Medicare Secondary Payer Act experts are weighing an effort to change federal Medicaid recovery law that they say could hinder claim settlements this fall.
Like Medicare, state Medicaid programs can seek reimbursement for medical expenses paid to a Medicaid beneficiary when that person receives a settlement. Language in the federal budget approved in December increases the portion of a settlement from which Medicaid programs can seek reimbursement.
Medicare recovery experts say they are concerned that the expanded Medicaid recovery rules, which take effect Oct. 1, will hamper parties' ability to settle liability and workers compensation cases.
Members of the Medicare Advocacy Recovery Coalition plan to meet Wednesday to discuss strategies to deal with the new Medicaid recovery challenges, including a push to change the law, said coalition Chairwoman Michele Adams.
“We're really hoping that Congress will repeal that section and amend it so ... recoveries are balanced and fair, rather than coming 100% off the top of any settlement,” said Ms. Adams, who also is director of claims management and business strategies for risk management services at Walt Disney World Resort in Orlando, Fla.
A portion of the Bipartisan Budget Act of 2013 includes several provisions to strengthen “Medicaid third-party liability.” While federal law previously said Medicaid programs can collect “payment for medical care from any third party,” the recent budget changed that to allowing collection from “any payment from a third party that has a legal liability to pay for care and services available under the plan.”
Liability claims that are eligible for Medicaid reimbursement typically include funds for lost wages, pain and suffering and medical expenses, Ms. Adams said. Previously, Medicaid programs could collect reimbursements only from the medical portion of settlements, leaving lost wage payments and other damages for beneficiaries.
Ms. Adams said allowing Medicaid to collect reimbursement from all portions of a settlement is a disincentive for beneficiaries to close their cases.
“If you're going to take dollar-for-dollar every dime that the beneficiary could receive, then what incentive do they have in resolving their claim?” Ms. Adams said.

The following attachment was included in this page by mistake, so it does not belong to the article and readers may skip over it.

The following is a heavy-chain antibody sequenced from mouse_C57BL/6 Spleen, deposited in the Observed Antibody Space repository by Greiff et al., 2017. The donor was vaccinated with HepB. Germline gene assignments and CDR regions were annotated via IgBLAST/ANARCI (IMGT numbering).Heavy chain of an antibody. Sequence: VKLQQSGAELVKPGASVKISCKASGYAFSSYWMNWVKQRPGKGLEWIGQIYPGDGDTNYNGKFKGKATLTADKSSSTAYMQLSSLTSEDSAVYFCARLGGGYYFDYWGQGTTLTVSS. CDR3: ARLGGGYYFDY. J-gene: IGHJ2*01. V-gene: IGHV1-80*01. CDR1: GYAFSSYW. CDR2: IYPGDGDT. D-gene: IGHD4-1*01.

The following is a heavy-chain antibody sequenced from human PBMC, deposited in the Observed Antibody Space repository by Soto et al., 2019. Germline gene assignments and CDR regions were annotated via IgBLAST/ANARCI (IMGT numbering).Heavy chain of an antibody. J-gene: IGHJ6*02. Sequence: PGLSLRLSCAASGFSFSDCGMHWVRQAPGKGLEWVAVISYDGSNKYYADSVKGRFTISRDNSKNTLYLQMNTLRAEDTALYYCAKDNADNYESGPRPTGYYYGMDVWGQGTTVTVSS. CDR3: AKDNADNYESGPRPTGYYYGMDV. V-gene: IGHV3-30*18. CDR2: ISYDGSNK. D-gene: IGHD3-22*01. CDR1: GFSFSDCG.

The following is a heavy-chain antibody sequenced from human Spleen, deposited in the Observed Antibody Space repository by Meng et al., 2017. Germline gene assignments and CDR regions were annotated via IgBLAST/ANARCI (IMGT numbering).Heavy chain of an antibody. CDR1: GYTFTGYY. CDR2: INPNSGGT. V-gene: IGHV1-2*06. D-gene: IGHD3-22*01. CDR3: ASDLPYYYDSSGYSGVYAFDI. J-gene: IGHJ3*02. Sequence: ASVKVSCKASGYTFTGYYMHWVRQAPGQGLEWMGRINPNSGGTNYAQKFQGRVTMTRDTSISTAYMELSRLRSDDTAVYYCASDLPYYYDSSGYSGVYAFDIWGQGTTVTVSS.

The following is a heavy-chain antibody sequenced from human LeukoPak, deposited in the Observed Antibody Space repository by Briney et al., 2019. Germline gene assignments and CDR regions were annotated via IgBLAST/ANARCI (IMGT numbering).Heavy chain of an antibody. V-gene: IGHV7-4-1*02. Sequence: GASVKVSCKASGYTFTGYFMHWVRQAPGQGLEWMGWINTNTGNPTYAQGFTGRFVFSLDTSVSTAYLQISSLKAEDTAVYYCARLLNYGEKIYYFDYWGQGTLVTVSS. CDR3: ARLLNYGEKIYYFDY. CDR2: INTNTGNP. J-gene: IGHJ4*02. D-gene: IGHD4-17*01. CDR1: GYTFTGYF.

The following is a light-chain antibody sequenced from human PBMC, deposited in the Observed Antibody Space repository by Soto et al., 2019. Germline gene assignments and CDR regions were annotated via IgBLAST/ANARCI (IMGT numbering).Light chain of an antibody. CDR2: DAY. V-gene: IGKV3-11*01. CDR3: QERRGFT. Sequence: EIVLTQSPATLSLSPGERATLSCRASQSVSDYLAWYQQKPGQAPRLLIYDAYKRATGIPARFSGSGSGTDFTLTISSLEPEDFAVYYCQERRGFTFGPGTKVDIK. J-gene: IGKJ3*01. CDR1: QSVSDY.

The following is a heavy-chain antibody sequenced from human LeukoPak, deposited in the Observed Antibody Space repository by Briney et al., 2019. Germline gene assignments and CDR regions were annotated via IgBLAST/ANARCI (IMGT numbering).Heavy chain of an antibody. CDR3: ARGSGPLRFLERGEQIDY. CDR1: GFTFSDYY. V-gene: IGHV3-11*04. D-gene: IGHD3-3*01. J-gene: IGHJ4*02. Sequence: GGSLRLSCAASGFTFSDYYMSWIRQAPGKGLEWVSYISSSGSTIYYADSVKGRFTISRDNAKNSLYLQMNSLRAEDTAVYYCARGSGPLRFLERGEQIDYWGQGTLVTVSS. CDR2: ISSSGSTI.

Roy Franco, principal of Bradenton, Fla.-based Medicare compliance firm Franco Signor L.L.C. and former MARC chairman, said secondary payer experts hope they can succeed in having the Medicaid recovery changes removed or revised before they take effect this fall.
“It's not quite certain where this is going to land,” Mr. Franco said. “It's a definite political back and forth” between the legislators.
Since Medicaid is a need-based program, experts expect the Medicaid recovery changes would be more likely to affect liability settlements, rather than workers comp settlements involving beneficiaries who earn an income above the federal poverty level.
However, some workers comp settlements could be affected under federal health care reforms, said Jennifer Jordan, Columbia, Md.-based general counsel of Medicare compliance company Medval L.L.C.
The Patient Protection and Affordable Care Act sets the national Medicaid minimum eligibility level at 133% of the federal poverty level. That threshold is $31,721 for a family of four in 2014 — a figure that could include single breadwinners who would be eligible for workers comp benefits as well as Medicaid, Ms. Jordan said.
“It's very likely that we're going to see in the foreseeable future situations where we're going to have dually eligible ... injured workers,” Ms. Jordan said.
Beyond allowing Medicaid programs to be reimbursed from a larger portion of claim settlements, expanding Medicaid recovery could present additional problems, sources say.
While Medicare reimbursement liens can be confirmed through the Centers for Medicare and Medicaid Services, there is no central clearinghouse to determine if a claimant owes money to a state Medicaid program, said Greg McKenna, counsel and head of governmental affairs for Itasca, Ill.-based third-party administrator Gallagher Bassett Services Inc.
That could force payers to turn to individual states for a claimant's Medicaid records, which could be costly and time-consuming, Mr. McKenna said.
“You would have to have ways to identify and confirm that the state Medicaid offices ... and the insurance industry are actually talking about the same beneficiary,” he said.
While Medicare allows settlements to cover legal fees before being subject to reimbursement, Medval's Ms. Jordan said it's uncertain whether the expanded Medicaid recovery language would be the same.
“If (Medicaid has) a right to take it all, and they don't allow for procurement costs, then the attorney's not going to get paid, either,” said Ms. Jordan, who said it would be up to state programs to determine such details. “That's definitely going to make it harder to get cases settled.”